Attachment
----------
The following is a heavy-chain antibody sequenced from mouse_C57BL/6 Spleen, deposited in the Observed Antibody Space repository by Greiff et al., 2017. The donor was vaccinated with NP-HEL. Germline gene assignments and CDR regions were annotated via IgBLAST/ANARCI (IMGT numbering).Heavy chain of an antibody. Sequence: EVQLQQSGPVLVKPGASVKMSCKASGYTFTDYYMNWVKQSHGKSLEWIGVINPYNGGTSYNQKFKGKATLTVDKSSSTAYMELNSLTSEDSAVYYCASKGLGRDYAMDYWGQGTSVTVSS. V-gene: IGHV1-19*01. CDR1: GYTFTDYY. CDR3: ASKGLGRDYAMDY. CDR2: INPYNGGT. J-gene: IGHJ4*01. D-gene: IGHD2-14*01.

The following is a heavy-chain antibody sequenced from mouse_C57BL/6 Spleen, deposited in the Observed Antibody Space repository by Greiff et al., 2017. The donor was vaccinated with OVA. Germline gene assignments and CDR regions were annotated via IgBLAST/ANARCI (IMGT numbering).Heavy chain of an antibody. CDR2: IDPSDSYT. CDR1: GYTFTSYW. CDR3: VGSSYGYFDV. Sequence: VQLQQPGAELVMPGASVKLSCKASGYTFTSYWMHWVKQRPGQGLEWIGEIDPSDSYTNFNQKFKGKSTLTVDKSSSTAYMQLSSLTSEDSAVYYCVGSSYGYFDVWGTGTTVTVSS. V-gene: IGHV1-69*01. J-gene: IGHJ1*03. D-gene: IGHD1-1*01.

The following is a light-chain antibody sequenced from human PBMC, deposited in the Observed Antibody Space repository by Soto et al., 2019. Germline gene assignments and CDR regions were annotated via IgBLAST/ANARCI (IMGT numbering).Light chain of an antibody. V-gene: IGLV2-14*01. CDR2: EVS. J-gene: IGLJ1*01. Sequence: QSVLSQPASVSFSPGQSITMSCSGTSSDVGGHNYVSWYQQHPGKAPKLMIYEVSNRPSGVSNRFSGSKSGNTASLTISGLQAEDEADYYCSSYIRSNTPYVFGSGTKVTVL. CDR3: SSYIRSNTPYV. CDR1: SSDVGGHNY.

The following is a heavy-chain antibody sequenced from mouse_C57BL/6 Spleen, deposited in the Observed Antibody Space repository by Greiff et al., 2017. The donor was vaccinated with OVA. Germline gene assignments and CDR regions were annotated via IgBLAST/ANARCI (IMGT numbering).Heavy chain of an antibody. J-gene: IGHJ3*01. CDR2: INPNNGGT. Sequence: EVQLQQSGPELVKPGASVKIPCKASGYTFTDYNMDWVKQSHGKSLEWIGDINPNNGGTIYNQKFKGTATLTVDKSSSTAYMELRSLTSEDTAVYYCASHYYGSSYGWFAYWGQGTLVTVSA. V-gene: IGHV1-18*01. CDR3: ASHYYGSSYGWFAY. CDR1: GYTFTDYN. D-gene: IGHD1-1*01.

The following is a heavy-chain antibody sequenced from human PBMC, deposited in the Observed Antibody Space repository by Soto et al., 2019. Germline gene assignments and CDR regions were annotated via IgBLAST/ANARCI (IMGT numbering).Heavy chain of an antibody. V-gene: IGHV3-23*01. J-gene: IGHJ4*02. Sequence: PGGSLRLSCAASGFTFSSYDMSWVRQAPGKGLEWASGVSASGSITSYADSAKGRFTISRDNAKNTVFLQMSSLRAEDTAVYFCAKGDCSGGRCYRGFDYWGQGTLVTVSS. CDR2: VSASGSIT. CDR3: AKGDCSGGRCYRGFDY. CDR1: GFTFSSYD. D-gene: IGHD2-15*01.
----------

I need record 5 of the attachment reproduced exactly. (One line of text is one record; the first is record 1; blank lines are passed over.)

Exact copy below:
The following is a heavy-chain antibody sequenced from human PBMC, deposited in the Observed Antibody Space repository by Soto et al., 2019. Germline gene assignments and CDR regions were annotated via IgBLAST/ANARCI (IMGT numbering).Heavy chain of an antibody. V-gene: IGHV3-23*01. J-gene: IGHJ4*02. Sequence: PGGSLRLSCAASGFTFSSYDMSWVRQAPGKGLEWASGVSASGSITSYADSAKGRFTISRDNAKNTVFLQMSSLRAEDTAVYFCAKGDCSGGRCYRGFDYWGQGTLVTVSS. CDR2: VSASGSIT. CDR3: AKGDCSGGRCYRGFDY. CDR1: GFTFSSYD. D-gene: IGHD2-15*01.